State of the art regeneration of the tympanic membrane

Doron Sagiv, Oliver Y. Chin, Rodney C. Diaz, Hilary A. Brodie

Research output: Contribution to journalArticlepeer-review

Abstract

PURPOSE OF REVIEW: One of the most common diseases of the tympanic membrane is a perforation, and tympanoplasty is one of the more common procedures in otolaryngology. Tympanic membrane regeneration and bioengineering aim to improve the success rate of the procedure, increase the availability of different scaffolds and provide innovative tools that will simplify the surgical technique and make it accessible for surgeons with varying expertise level. This review aims to raise awareness of current tissue engineering developments in tympanic membrane regeneration and how they may augment current clinical practices. We focus here on achievements in tympanic membrane cell cultures and on innovations in development of new scaffolds and growth factors that enhance regeneration of patient's native tympanic membranes. RECENT FINDINGS: In recent years, great achievements were reached in the field of tympanic membrane regeneration in the three hallmarks of bioengineering: cells, scaffolds and bioactive molecules. New techniques for modeling normal tympanic membrane proliferation were developed, as well as for isolation and expansion of normal tympanic membrane keratinocytes from miniature samples of scarred tissue. Ongoing clinical trials aim to seal the perforation by applying different scaffolds infiltrated by growth factors on the tympanic membrane. SUMMARY: Research efforts in tympanic membrane regeneration continue to seek the ideal single tissue-engineered substitute. Recent advances in tympanic membrane bioengineering include new types of scaffolds that may augment and provide a safe and effective alternative to the current gold-standard autograft. New bioactive molecules may simplify the surgical procedure and reduce surgical time by augmenting the native tympanic membrane regeneration. Several groups of bioengineering scientists and neurotologists are continuing to move forward and develop new strategies, seeking to create a fully functional tissue-engineered tympanic membrane.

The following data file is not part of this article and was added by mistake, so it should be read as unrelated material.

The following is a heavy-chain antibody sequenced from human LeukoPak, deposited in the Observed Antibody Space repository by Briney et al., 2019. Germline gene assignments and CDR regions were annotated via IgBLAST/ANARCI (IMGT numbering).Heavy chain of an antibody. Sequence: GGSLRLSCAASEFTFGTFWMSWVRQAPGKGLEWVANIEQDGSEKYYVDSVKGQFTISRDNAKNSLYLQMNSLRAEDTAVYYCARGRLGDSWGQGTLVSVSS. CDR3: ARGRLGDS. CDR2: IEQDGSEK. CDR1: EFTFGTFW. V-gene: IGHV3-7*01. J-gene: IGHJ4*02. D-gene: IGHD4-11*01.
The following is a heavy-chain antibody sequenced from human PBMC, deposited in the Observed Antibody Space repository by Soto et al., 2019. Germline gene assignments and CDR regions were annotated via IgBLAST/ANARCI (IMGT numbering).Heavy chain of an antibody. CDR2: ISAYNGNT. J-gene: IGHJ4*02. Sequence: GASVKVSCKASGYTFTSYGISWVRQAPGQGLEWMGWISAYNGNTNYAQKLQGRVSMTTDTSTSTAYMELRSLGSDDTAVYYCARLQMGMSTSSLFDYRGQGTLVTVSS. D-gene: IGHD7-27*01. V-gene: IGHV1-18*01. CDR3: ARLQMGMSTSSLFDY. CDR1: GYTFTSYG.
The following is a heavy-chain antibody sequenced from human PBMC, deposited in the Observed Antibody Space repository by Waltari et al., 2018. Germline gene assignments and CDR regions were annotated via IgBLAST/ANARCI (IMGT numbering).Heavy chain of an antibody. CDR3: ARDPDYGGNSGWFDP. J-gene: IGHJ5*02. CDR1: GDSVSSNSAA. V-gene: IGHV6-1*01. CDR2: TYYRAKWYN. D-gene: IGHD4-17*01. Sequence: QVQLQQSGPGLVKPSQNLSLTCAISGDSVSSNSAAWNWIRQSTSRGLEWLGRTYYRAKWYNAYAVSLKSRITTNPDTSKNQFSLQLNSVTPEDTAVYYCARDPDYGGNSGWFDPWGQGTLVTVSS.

Original languageEnglish (US)
Pages (from-to)314-322
Number of pages9
JournalCurrent opinion in otolaryngology & head and neck surgery
Volume28
Issue number5
DOIs
StatePublished - Oct 1 2020

ASJC Scopus subject areas

  • Surgery
  • Otorhinolaryngology

Fingerprint Dive into the research topics of 'State of the art regeneration of the tympanic membrane'. Together they form a unique fingerprint.

Cite this